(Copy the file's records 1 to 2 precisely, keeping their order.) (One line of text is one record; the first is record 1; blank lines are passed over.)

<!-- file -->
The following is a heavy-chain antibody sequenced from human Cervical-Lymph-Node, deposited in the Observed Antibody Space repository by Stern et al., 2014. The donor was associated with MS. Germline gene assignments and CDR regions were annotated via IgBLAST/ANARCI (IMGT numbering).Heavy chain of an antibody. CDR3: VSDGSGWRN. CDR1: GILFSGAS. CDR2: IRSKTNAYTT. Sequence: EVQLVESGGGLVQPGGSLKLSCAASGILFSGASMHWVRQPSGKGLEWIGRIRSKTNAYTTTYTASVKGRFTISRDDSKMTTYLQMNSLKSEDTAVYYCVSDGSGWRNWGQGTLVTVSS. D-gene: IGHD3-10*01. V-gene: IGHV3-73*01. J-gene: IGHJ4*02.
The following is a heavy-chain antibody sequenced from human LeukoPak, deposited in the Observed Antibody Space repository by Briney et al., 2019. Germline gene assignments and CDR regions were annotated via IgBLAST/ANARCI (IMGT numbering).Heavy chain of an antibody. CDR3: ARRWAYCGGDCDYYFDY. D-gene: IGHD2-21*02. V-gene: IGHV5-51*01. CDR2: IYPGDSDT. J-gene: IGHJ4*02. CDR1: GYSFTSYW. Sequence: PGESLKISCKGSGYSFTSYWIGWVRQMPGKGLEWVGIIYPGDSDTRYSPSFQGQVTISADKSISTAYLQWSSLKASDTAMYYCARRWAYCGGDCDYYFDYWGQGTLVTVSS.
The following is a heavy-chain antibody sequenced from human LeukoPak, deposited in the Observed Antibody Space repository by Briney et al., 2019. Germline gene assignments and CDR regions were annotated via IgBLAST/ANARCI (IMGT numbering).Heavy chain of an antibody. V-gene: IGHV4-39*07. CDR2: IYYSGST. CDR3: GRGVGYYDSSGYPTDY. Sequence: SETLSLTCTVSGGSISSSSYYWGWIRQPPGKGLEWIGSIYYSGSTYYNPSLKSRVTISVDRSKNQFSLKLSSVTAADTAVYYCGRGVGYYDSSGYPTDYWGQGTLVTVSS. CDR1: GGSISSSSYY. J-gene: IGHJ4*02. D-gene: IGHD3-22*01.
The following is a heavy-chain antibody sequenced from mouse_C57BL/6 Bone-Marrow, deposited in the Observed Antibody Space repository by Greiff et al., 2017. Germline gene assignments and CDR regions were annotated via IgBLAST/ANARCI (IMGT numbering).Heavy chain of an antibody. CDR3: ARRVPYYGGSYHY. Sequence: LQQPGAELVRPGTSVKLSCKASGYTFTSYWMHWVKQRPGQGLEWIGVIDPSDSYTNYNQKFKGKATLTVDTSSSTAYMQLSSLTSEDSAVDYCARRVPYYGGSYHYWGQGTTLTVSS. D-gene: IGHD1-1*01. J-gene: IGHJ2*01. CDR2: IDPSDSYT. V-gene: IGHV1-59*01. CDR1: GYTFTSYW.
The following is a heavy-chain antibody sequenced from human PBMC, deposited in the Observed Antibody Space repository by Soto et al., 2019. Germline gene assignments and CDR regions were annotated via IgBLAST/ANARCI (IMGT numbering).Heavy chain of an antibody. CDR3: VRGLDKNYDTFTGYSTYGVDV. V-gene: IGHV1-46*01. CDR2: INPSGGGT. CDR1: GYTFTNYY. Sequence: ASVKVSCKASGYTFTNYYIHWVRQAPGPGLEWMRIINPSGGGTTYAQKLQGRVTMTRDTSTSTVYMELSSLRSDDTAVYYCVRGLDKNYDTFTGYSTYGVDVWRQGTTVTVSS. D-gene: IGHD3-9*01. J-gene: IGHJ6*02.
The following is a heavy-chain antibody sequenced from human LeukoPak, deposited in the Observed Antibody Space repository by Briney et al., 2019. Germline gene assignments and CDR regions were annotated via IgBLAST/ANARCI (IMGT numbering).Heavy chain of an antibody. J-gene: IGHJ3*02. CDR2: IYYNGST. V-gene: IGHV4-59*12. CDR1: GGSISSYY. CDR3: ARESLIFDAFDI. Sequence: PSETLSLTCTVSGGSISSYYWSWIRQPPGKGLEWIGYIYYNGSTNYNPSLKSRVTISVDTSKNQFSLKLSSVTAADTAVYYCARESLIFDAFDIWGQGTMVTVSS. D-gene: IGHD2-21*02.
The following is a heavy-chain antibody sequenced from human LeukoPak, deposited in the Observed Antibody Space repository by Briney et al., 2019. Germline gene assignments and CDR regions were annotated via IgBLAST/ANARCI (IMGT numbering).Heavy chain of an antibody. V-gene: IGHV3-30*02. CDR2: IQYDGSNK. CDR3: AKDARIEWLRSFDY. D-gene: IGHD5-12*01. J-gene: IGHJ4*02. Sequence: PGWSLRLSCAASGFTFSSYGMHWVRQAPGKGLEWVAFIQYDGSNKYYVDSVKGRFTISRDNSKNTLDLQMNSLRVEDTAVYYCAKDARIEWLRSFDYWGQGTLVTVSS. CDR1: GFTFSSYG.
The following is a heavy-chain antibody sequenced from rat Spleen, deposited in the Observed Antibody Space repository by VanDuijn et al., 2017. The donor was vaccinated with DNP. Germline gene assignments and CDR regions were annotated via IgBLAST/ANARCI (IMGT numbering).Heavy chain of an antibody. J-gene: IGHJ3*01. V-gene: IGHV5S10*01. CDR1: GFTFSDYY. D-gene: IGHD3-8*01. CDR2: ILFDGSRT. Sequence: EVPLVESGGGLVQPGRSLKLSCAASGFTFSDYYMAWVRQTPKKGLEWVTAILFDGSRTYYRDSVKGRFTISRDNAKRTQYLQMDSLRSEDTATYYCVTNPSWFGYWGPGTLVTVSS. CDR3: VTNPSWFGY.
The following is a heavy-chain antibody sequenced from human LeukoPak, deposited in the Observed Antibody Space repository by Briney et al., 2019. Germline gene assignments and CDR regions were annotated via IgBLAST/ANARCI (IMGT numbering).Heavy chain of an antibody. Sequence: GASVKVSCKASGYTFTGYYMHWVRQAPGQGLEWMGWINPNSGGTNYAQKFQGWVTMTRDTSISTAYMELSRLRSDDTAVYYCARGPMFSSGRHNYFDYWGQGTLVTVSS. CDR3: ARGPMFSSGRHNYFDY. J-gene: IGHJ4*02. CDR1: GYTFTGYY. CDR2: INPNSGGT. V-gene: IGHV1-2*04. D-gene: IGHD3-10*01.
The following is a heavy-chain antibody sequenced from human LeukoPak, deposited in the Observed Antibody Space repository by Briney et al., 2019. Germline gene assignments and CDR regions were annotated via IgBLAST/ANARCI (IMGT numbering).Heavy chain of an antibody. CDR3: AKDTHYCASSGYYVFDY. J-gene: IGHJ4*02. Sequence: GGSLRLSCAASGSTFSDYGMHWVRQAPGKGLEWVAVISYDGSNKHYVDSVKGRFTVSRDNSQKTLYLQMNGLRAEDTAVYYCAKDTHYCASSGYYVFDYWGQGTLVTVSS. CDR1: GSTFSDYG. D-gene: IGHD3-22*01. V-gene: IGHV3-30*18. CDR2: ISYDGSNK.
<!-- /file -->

The following is a heavy-chain antibody sequenced from human Cervical-Lymph-Node, deposited in the Observed Antibody Space repository by Stern et al., 2014. The donor was associated with MS. Germline gene assignments and CDR regions were annotated via IgBLAST/ANARCI (IMGT numbering).Heavy chain of an antibody. CDR3: VSDGSGWRN. CDR1: GILFSGAS. CDR2: IRSKTNAYTT. Sequence: EVQLVESGGGLVQPGGSLKLSCAASGILFSGASMHWVRQPSGKGLEWIGRIRSKTNAYTTTYTASVKGRFTISRDDSKMTTYLQMNSLKSEDTAVYYCVSDGSGWRNWGQGTLVTVSS. D-gene: IGHD3-10*01. V-gene: IGHV3-73*01. J-gene: IGHJ4*02.
The following is a heavy-chain antibody sequenced from human LeukoPak, deposited in the Observed Antibody Space repository by Briney et al., 2019. Germline gene assignments and CDR regions were annotated via IgBLAST/ANARCI (IMGT numbering).Heavy chain of an antibody. CDR3: ARRWAYCGGDCDYYFDY. D-gene: IGHD2-21*02. V-gene: IGHV5-51*01. CDR2: IYPGDSDT. J-gene: IGHJ4*02. CDR1: GYSFTSYW. Sequence: PGESLKISCKGSGYSFTSYWIGWVRQMPGKGLEWVGIIYPGDSDTRYSPSFQGQVTISADKSISTAYLQWSSLKASDTAMYYCARRWAYCGGDCDYYFDYWGQGTLVTVSS.